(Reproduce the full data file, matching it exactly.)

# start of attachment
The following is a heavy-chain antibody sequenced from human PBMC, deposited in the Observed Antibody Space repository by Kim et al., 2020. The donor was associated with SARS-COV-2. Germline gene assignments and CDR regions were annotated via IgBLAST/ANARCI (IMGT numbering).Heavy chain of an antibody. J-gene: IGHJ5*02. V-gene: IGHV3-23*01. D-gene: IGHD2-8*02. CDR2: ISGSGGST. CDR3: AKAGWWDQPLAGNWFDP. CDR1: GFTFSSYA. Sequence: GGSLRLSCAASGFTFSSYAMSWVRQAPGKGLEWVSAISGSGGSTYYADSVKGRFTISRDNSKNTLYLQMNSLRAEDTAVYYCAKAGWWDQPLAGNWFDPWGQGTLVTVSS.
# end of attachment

The following is a heavy-chain antibody sequenced from human PBMC, deposited in the Observed Antibody Space repository by Kim et al., 2020. The donor was associated with SARS-COV-2. Germline gene assignments and CDR regions were annotated via IgBLAST/ANARCI (IMGT numbering).Heavy chain of an antibody. J-gene: IGHJ5*02. V-gene: IGHV3-23*01. D-gene: IGHD2-8*02. CDR2: ISGSGGST. CDR3: AKAGWWDQPLAGNWFDP. CDR1: GFTFSSYA. Sequence: GGSLRLSCAASGFTFSSYAMSWVRQAPGKGLEWVSAISGSGGSTYYADSVKGRFTISRDNSKNTLYLQMNSLRAEDTAVYYCAKAGWWDQPLAGNWFDPWGQGTLVTVSS.